Selling Vacuum Cleaners, Part 2

So how do business people help the church work?

Imagine Joe, the new dairy manager. Right away he notices ice cream production is way down. He reads Ice Cream Monthly and he knows there’s no shortage of ice cream lovers. Joe rolls up his sleeves and gets to work. He increases milk orders by 20% and begins hiring new staff. There’s only one problem. Joe never discussed his ideas with the senior staff.

Three months earlier, the board of directors had voted to discontinue ice cream production. Although the product was popular, the company planned to position itself as the “healthy alternative” by producing soy products instead. The conversion would take place as soon as the last milk contract expired.

While such a scenario is preposterous to the average business person, similar scenes take place in churches. Business people get to work fixing problems which seem obvious without taking the time to understand why the problem exists or what are the ultimate goals of the church. Rather than helping ministerial staff, they undermine and disrupt pastoral leadership.

Why is this result so tragic? Business people who do understand and embrace a church’s goals are golden. They are the ones who put sails on vision. When they remember that God alone provides the wind propulsion for those sails, their skills become catalysts for rather than detractors from a church’s mission. So here’s my version of A Christian Business Leader’s Guide to Making a Sail:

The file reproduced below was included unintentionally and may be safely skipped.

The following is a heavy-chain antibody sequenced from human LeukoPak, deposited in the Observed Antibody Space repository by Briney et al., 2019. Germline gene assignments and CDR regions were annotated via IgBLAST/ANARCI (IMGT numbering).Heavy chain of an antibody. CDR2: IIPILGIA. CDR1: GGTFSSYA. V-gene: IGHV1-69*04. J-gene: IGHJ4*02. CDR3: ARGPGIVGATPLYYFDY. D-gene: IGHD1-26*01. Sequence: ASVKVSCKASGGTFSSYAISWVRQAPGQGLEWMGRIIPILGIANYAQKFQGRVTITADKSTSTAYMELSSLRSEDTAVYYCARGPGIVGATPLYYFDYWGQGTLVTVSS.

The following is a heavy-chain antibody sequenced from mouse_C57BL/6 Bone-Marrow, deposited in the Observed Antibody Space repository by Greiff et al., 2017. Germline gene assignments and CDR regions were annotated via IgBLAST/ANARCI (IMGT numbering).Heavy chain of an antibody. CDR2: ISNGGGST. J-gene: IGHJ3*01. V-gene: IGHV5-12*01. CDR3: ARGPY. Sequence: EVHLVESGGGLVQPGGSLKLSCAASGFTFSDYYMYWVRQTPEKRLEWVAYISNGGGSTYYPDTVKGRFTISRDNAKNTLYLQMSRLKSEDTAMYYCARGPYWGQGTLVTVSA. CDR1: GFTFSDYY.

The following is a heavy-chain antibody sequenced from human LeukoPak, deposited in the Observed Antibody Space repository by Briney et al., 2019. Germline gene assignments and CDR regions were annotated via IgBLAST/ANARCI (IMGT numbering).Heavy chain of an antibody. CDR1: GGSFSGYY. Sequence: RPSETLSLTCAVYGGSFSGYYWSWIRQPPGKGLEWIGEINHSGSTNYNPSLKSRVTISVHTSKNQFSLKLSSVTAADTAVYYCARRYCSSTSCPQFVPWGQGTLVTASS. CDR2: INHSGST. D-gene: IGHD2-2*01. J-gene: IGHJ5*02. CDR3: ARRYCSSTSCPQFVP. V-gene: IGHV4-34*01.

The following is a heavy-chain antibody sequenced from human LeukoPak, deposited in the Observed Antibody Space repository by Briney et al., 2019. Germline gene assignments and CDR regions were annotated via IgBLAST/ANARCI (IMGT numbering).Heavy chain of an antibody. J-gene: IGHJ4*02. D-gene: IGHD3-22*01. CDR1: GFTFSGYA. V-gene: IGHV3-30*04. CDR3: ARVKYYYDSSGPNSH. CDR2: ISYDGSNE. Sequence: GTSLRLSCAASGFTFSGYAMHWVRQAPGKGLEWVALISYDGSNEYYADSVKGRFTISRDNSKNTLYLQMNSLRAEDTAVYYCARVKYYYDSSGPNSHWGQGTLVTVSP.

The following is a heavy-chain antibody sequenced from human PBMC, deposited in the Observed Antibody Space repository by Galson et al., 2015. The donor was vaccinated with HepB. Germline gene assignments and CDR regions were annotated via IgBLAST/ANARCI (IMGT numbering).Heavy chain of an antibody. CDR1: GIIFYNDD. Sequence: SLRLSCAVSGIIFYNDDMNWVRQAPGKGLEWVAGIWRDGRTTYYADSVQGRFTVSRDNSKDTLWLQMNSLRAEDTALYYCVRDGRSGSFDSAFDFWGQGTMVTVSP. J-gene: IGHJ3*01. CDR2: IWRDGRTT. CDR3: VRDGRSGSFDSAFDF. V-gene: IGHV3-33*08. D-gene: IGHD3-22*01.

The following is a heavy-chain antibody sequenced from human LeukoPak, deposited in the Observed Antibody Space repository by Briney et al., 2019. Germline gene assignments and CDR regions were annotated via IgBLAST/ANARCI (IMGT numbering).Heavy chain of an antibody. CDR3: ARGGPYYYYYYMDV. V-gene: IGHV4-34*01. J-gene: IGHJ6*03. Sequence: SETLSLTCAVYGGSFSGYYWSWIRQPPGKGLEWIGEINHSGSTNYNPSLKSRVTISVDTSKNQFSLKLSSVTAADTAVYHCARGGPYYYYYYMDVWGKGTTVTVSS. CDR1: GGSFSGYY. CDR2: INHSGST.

• Seek understanding. Before making an action plan, pray for open mindedness, humility and the courage to release any agenda. Ask questions, tough questions if necessary. But don’t disguise an assault as a question.
  • Become a follower even if you don’t understand. Pastors are human like the rest of us. The sting of past betrayals can create some hesitation to explain every decision. If you don’t understand, try following before fixing. Don’t turn off your brain. In fact, you should be more intellectually engaged than ever as you learn by doing. Believers working together clumsily are far more effective than those who evaluate from the sidelines.
  • Invest whole-heartedly or not at all. At some point, you will understand enough of the church’s vision to know if you can embrace it or not. If the answer is yes, roll up your sleeves and get to work, but talk as you go. “This is what I understand the goal to be and this is how I propose we address it.” Working with transparency requires a hefty dose of humility. When we communicate our intentions, we open ourselves to correction and criticism. Those who invest half-heartedly are people whom psychologists label passive-resistant. They create division in the church and render her ineffective. The Bible has harsh words for such people. It’s best to move to a congregation you can support whole-heartedly.

These are my guidelines. What are yours?

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